Logistics Real Estate: The Forces Governing Supply
Our last paper explored the structural trends driving demand for prime logistics space. Given that demand will remain strong in the foreseeable future, our focus now turns to the implications for new supply.
The transformation of logistics real estate development has followed a compelling trajectory. Clear insight into the structural forces that shape supply trends allows customers to better navigate scarcity and prepare for demand-side shifts.
We expect completions to fall short of demand in most locations over the next decade. Changes that will continue to impact new supply include:
- Significant barriers to new supply are pushing it farther from existing supply. These barriers include:
- Geographic – land that can accommodate future-proofed buildings is scarce, particularly in the largest consumption centers.
- Economic – replacement costs continue to trend upward as urbanization drives competition among real estate providers.
- Political – the permitting and entitlement process is more difficult, expensive and time-consuming than ever, increasing cost and decreasing potential supply.
- Building requirements are increasing. Today’s buildings can advance operational efficiency through location, functionality and sustainability. While location is paramount, the latest labor- and technology-friendly features can support productivity but also increase construction costs. New restrictions and regulations are adding risk to development in some locations. Buildings that incorporate sustainability features can help users and owners adapt to regulatory shifts. At the same time, obsolescence effectively reduces the amount of competitive supply and drives the need for development of replacement facilities.
- Differentiation among properties is widening. Together, these trends have reduced user’s price sensitivity for buildings that are well-located or which incorporate the latest building design features, leading rents higher. Demand-side shifts should extend this trend as:
- Growing e-fulfilment and rapid replenishment needs elevate demand close to urban cores, where logistics real estate is increasingly scarce.
- The evolution of future-proofed buildings limits new supply as construction costs escalate and obsolescence adds to demand for Class A space.
Barriers to supply are significant and rising
The supply of well-located industrial land is decreasing.
Industrial-zoned land is shrinking in most densely populated areas due to conversions to other uses. For example, between 2013 and 2020 in the city of San Francisco, 362 permit applications were for a conversion from logistics to another use versus 57 from another use to logistics. Buildings have gotten larger and need more yard space per building square foot, as the primary function of a warehouse has changed from product storage to flow-through, making it even more difficult to find a suitable parcel. In the U.S., buildings constructed in 2000 or later are 55% bigger and require 66% more land on average than those built in the 1980s and 1990s. Compounding this challenge, logistics sites need access to adequate infrastructure.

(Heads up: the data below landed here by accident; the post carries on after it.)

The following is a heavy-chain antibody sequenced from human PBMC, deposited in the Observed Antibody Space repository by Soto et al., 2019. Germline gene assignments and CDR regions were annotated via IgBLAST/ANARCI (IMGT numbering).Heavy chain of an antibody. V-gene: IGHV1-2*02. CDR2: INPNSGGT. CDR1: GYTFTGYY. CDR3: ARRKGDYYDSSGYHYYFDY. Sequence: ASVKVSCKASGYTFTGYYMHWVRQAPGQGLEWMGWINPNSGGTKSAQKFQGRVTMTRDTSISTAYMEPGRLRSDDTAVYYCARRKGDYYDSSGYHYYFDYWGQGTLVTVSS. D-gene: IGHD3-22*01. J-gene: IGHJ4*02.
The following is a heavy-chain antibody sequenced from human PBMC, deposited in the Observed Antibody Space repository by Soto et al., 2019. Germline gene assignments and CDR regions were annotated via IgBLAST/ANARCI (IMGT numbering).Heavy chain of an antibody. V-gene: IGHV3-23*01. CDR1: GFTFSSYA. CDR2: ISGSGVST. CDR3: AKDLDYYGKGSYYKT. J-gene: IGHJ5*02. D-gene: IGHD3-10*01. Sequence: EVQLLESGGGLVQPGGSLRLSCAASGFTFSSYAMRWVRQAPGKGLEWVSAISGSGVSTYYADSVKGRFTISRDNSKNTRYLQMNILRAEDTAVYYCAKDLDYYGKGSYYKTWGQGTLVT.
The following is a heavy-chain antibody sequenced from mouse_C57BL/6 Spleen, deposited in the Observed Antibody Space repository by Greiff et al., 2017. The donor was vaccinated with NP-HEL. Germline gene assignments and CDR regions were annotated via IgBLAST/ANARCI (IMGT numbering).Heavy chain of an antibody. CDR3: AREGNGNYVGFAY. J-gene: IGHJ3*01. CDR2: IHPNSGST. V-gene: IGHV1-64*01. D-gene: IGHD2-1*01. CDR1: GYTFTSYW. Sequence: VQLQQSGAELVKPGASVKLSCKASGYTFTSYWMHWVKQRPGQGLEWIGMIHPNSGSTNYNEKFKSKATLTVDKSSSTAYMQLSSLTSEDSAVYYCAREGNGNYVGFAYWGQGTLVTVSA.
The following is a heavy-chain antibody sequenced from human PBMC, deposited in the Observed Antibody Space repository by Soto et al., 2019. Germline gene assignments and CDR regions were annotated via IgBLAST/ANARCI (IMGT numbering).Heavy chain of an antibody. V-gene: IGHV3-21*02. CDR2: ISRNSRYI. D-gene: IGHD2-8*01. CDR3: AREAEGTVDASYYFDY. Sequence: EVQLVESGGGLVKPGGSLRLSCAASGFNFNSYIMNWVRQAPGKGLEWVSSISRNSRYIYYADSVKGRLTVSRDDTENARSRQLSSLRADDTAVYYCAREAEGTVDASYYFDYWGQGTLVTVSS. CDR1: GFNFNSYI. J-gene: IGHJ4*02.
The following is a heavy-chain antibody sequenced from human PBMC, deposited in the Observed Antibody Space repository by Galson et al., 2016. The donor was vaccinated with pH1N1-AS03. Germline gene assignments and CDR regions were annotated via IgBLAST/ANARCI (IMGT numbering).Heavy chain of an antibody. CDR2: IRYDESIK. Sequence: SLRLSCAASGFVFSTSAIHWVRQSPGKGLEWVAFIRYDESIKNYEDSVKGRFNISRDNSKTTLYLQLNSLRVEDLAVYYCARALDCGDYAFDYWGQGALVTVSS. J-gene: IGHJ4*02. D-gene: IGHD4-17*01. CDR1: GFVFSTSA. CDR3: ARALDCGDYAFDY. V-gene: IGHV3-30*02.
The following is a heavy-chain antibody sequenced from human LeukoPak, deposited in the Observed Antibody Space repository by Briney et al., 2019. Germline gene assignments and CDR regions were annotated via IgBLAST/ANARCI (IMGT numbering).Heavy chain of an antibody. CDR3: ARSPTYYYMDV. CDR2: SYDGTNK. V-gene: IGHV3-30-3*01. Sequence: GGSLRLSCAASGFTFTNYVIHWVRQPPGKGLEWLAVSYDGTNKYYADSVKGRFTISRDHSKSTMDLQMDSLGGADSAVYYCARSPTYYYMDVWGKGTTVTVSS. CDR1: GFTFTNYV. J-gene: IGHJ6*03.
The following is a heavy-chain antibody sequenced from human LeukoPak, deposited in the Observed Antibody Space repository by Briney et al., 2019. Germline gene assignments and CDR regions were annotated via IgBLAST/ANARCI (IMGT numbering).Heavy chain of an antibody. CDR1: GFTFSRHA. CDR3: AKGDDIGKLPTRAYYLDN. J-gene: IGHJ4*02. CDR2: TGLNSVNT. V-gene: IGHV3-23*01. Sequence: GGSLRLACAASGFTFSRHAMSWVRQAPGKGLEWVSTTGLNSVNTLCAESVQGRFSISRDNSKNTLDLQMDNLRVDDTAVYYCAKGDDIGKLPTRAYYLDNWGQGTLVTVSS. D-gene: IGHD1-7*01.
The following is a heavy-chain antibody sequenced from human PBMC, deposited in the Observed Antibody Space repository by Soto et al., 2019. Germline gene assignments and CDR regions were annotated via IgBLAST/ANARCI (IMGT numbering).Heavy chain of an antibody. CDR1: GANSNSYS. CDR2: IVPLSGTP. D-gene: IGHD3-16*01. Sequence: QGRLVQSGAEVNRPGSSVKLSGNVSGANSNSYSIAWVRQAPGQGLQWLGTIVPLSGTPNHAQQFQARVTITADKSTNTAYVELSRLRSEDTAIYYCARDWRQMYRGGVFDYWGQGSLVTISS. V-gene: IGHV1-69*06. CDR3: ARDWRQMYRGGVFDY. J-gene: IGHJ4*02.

New supply is farther than ever from consumption centers and existing properties.
A lack of land availability, regulatory restrictions and population expansion outwards from urban centers has pushed new logistics supply farther from existing supply. The outlying submarkets of major markets are currently being tested due to a lack of land in established submarkets for logistics space and/or labor shortages. For example, in the Greater New York City region, logistics properties built before 2010 were on average 28 miles from Manhattan but, post-2010, are now 50 miles away. Chicago and Southern California exhibit similar trends, increasing from 25 miles on average each to 31 to 38 miles, respectively.[iii]
This distance can create a challenge for users looking to meet consumers’ expectations for fast delivery. Transportation costs also factor in; transportation comprises roughly 50% of supply chain costs compared with just 5% for logistics real estate.[iv] The growing distance of logistics space from city centers insulates existing properties from new supply and can lead to a meaningful location premium, particularly as Last Touch® delivery needs expand. This is a stark difference between logistics and other property types such as downtown office and multifamily, where new supply is often in direct competition with existing supply.